Unfortunately, the missions are still my least favorite part of the game. They're basically of the drive-someplace/shoot-something/drive-someplace-else variety, and after most of them, when the words "Mission Passed" appeared on screen, I usually felt only a sense of relief that I didn't have to ever do them again. The true allure of a GTA game, in my opinion, can be found between the missions. Routines develop naturally in San Andreas. Here's a typical San Andreas day for me: go to the gym, pick up cash from one of my assets, stop by the Inside Track Betting parlor to gamble, take my girlfriend out dancing, get something to eat at a restaurant, stock up on bullets at Ammu-Nation, drive to my usual secret spot for body armor (because I'm too cheap to spend $200 for armor at Ammu-Nation), sign up for one of the low-rider races, defend my territory from a take-over attempt from a rival gang, etc. Rhythms and habits get established in the game—rhythms and habits that have very little to do with furthering the core narrative, and everything to do with simply reveling in the verisimilitude of the game world. Indeed, all of these day-to-day activities, when taken together, add up to a kind of virtual lifestyle.
San Andreas has made one revolutionary advancement in the gameplay department: it's now a full-blown role-playing game (RPG). I can customize C.J. to my liking, buying clothes, hats and sneakers for him. I can get him tattooed, and even give him cornrows or a goatee. If I eat too many fast food meals and don't hit the gym often enough, C.J. will visibly gain weight. My "progress" is tracked via a series of meters; "experience" is gained simply by doing things. Driving skills, for example, are improved by spending more time wheeling around the city. If I used the shotgun for the duration of a few fire fights, my skills with the shotgun were automatically upgraded. And Respect is earned by conquering territories occupied by rival gangs. Sure, it's a relatively crude system by traditional RPG standards, but it's a step in the right direction for the series. Not only does it make me feel like the story being told is my story, but the RPG dynamic also impacts gameplay in an interesting fashion. If I was having trouble with a particular mission, I simply spent time improving whatever skills were relevant to that mission (driving, shooting, etc.), then took another crack at it.
When Vice City was released two years ago, I stood in line at my local EBGames anxious to get my hands on the game. I certainly didn't feel that same level of excitement for San Andreas. (I pre-ordered, but actually forgot to pick it up on release day.) Maybe I was still a little burned out from my marathon nights with Vice City. Or maybe it was the fact that the San Andreas previews didn't impress me much; it looked like more of the same, nothing more than a West Coast version of Vice City. But after spending only an hour or two with the game, San Andreas managed to pull me in into its orbit and has held me there for a couple of weeks now. This is arguably the most important videogame this year—yes, even more important than Halo 2—not only because it's a superbly crafted videogame, but because it's also a bona fide sociological artifact, one that manages to effectively evoke a specific time and place in American history—in this case, a hot and hazy California during the nascent days of hip-hop culture. San Andreas is also one of the few videogames to boldly feature an African-American as a hero (or, more appropriately, an anti-hero). Beyond that, the GTA series continues to function as a gathering place for A-list artists, writers, musicians, and actors. Only a GTA game can bring together Samuel L. Jackson, Peter Fonda, and Chris Penn; only a GTA game would dare to mix Dr. Dre, Kiss, and Merle Haggard on the same soundtrack. Indeed, this is more than a videogame; this is a great confluence of mediums and talents, a veritable pop culture divining rod that makes me imagine a future where GTA-caliber games are commonplace, where videogames are no longer marginalized, but like film and television, have become the medium of choice. And for this glimpse of the future, we should all be grateful.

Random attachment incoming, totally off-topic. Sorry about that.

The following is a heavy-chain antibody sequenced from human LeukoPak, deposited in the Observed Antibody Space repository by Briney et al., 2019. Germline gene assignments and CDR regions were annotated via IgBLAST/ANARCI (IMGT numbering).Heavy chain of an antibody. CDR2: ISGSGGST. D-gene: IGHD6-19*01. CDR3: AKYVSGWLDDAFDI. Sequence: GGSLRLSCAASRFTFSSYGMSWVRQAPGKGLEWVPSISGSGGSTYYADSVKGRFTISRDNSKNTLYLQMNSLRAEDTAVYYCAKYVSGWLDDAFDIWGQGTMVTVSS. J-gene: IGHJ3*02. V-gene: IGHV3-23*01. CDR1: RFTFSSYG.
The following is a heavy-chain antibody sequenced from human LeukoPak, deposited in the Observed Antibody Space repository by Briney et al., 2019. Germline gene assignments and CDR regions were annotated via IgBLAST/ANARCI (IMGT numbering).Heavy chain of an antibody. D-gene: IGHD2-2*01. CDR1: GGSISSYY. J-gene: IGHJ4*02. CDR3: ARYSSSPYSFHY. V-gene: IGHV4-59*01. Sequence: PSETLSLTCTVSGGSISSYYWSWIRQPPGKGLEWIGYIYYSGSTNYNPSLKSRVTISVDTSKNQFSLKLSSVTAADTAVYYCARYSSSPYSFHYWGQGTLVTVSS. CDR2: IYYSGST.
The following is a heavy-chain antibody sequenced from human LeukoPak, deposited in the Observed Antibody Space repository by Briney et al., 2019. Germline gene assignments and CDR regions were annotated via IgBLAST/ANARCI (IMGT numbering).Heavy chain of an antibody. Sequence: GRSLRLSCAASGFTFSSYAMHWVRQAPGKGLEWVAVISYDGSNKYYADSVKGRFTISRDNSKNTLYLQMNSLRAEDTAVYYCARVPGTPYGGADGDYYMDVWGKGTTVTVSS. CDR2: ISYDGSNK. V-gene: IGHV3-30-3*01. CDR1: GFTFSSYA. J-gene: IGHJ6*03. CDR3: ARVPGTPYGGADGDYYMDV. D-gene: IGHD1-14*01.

Disclaimer: This review is based on the PS2 version of the game.
After reading Scott's main review for Grand Theft Auto: San Andreas, I wondered what I could possibly add. Scott's writing is always a tough act to follow, and he covered it all— gameplay, story, sociological aspects, role-playing elements, and even the optional cornrows. I agreed with everything he touched on, so I sat down looking for words I could say that he didn't. It was tough, but eventually I did come up with something—"ten."